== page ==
Priority Questions. - Missing Persons.

John O'Donoghue


5 Mr. O'Donoghue asked the Minister for Justice the additional steps, if any, she intends to take with a view to ascertaining the whereabouts of missing persons; and if she will make a statement on the matter. [9224/97]

I refer the Deputy to my answer on 27 February to his priority question concerning the number of women reported missing. As I stated at that time, I have been assured by the Garda authorities that every possible effort is made to locate missing persons. The Garda has a particular responsibility in tracing those persons who are under 18 years of age or physically or mentally handicapped or whose disappearance occurred in circumstances which give rise to fears for their physical or moral safety. It has to be borne in mind that some adults may decide, in effect, to go "missing". While this undoubtedly gives rise to great concern on the part of their families and friends, it is a personal choice for the person concerned.

The Garda puts substantial resources into tracing those missing persons for whom it has a particular responsibility. In 1995, the last year for which figures are available, the number of such persons reported missing to the Garda was 1,444. Of these, 1,432 persons were subsequently traced. As I previously explained to the Deputy, the detailed deployment of Garda personnel and resources is a matter for the Garda authorities. I am informed by the Garda authorities that all reported cases of missing persons are followed up and that in the vast bulk of cases the persons concerned have been located, as evidenced by the figures I gave to the Deputy on 27 February last.

All files on missing persons are kept open and are regularly followed up to ascertain if any new evidence on their whereabouts is available. Where the Garda has reason to think that a person's disappearance is suspicious or linked to a possible crime, I have been assured by the Garda that investigations remain ongoing, sometimes leading to prosecutions many years after the person has gone missing. This can happen where new evidence becomes available or where in the investigation of another matter a link is made to a missing person.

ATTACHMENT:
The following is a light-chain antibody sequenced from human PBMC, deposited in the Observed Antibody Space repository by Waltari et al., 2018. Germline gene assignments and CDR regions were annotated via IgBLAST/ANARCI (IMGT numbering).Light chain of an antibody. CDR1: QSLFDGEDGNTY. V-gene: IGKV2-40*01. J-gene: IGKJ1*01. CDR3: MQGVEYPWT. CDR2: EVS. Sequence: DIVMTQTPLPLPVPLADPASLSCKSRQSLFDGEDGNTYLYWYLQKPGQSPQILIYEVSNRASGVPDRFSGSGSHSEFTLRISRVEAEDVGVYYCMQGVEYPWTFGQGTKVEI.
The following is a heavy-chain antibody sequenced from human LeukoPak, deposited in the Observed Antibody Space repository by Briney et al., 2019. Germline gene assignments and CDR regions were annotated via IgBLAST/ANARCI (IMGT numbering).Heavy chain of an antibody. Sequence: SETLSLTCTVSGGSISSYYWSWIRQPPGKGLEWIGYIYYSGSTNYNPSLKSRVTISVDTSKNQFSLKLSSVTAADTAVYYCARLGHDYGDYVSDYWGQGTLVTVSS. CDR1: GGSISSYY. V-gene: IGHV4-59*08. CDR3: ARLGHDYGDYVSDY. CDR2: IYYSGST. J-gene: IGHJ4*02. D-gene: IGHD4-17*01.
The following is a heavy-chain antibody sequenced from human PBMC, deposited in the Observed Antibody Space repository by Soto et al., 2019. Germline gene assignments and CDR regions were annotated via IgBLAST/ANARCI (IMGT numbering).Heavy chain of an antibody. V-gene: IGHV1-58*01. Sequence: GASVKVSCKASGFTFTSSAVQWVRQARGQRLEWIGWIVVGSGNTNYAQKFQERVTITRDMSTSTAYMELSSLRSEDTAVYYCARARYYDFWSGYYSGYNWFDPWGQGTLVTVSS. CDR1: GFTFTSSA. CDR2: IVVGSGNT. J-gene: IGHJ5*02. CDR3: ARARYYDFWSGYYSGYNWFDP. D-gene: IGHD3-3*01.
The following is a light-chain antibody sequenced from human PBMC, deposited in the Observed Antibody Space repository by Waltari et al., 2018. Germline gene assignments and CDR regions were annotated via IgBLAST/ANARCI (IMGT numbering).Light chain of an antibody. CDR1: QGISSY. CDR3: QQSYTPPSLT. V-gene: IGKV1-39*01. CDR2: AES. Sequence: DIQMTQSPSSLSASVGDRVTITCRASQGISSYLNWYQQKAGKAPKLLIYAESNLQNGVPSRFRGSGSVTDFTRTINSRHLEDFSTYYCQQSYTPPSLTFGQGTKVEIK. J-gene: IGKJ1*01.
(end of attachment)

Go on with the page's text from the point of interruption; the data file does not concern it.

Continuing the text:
All the resources and units of the Garda Síochána are brought to bear in the investigation of a missing person and the Commissioner has assured me that this is the appropriate way to investigate such missing person cases.

Is the Minister aware that the families of missing persons are extremely anxious that a missing persons unit be set up within the Garda Síochána structure? Will she encourage the Garda Commissioner to look positively in this direction during their discussions? Does she agree that the existence of such a unit would enable a concentration on cases involving missing persons and ensure that a link between cases is spotted immediately?

I recently met the family of a missing person who believe a case can be made for setting up the special missing persons unit. The detailed deployment of the Garda Síochána is a matter for the Garda Commissioner and this matter comes within his remit.

The new Garda Commissioner carried out a review of the structure of all the specialist units attached to the Garda headquarters and the Central Detective Unit at Harcourt Square. This review came about as a result of emerging trends in regard to different forms of criminal activity. As a result of the review the expertise and resources available to individual units have been combined to form the Garda National Bureau of Criminal Investigation under the control of the chief superintendent. The resources of this unit will be available to investigate any serious crime, including missing persons, should a local district officer require it. This is in addition to the existing specialist services available in the form of fingerprint, ballistic, photography and forensic expertise and the services of other units such as the Garda Bureau of Fraud Investigation, the Garda Sub-Aqua Unit, the Criminal Assets Bureau and the Domestic Violence Unit. All these units might be relevant to a case involving a missing person and the Garda Commissioner has told me he does not think it would be appropriate to set up a specific missing persons unit. He is anxious that all the resources of the State are made available in such cases.